Enforcement as a Key Driver in Changing Motorist Attitudes

South African roads are fast acquiring a reputation as being some of the most dangerous in the world.

This is partly due to road conditions and vehicle roadworthiness but more so because of road user attitude. The Automobile Association (AA) has noted that the increasing number of crashes on our roads are because of a combination of poor law enforcement, blatant disregard for the law by drivers and the shockingly inept systems that are currently in place when it comes to prosecuting road offenders. The equivalent of at least ten schools’ learners are killed every year on South African roads.

“A perfect example of this is the taxi industry. How does a newly licensed driver respect fellow road users when examples of reckless or inappropriate behaviour when driving are all around them,” says the AA.

“It is still considered “cool” in many conversations when a person mentions how they effortlessly managed to drive home after one too many at the bar; how they managed to sweet-talk themselves out of jail by greasing a few palms; how they skipped a red traffic light and lived to tell the tale – the list goes on. Our country’s enforcement leaves much to be desired, and it’s becoming apparent that it will take more than speed cameras and random road blocks to curb reckless on-the-road behaviour.”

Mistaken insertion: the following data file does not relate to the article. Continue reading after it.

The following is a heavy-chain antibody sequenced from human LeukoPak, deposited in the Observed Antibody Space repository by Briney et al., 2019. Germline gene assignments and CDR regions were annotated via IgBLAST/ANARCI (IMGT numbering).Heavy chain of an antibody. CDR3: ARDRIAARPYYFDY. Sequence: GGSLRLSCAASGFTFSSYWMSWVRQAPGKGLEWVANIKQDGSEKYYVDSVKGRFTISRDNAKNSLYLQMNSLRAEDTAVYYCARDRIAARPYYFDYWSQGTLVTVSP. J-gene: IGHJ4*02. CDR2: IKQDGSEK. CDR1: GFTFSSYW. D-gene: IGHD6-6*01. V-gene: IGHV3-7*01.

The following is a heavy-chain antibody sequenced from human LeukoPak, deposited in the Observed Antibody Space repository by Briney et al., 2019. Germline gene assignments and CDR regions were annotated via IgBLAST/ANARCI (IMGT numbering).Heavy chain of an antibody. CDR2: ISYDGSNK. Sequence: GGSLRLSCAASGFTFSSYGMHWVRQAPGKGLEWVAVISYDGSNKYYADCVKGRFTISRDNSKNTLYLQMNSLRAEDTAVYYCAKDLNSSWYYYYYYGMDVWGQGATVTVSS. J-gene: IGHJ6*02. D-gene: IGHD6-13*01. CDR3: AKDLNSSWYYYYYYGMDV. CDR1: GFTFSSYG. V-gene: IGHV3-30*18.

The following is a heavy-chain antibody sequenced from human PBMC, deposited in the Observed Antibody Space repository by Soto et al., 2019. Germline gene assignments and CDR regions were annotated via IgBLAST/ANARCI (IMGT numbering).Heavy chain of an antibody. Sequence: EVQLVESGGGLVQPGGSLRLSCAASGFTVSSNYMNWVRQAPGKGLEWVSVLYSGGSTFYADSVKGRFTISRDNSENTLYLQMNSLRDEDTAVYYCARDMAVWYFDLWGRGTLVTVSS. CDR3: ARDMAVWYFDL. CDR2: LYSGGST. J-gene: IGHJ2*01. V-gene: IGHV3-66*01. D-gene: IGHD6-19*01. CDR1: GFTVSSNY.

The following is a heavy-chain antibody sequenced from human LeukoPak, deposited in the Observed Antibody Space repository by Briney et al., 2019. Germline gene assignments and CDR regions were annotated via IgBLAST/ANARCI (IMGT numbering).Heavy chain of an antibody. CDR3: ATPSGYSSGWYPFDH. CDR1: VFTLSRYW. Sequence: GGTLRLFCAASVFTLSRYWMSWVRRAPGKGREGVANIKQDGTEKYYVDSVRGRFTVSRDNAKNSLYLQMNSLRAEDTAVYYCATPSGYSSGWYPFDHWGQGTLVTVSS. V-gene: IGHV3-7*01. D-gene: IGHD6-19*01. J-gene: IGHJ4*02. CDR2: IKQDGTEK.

The AA urges all road users to be cognisant of the rules of the road and be polite to fellow road users. The AA says, “Being reckless endangers not only you but the lives of innocent road users".

Law enforcers need to be better trained, better equipped and compensated in order to avoid the growing corruption and bribery as well as the poor enforcement when it comes to apprehending offenders. “Shock tactics are not going to work on a public that lives with the daily reality of violent crimes – what we need is for Government to put in the same efforts and energy that went into recent smoking legislation into the transport and road fraternities; to be relentless in enforcing rules and to introduce a national zero-tolerance attitude towards road offenders,” the AA concludes.

Automobile Association of South Africa (AA)
011 799 1126

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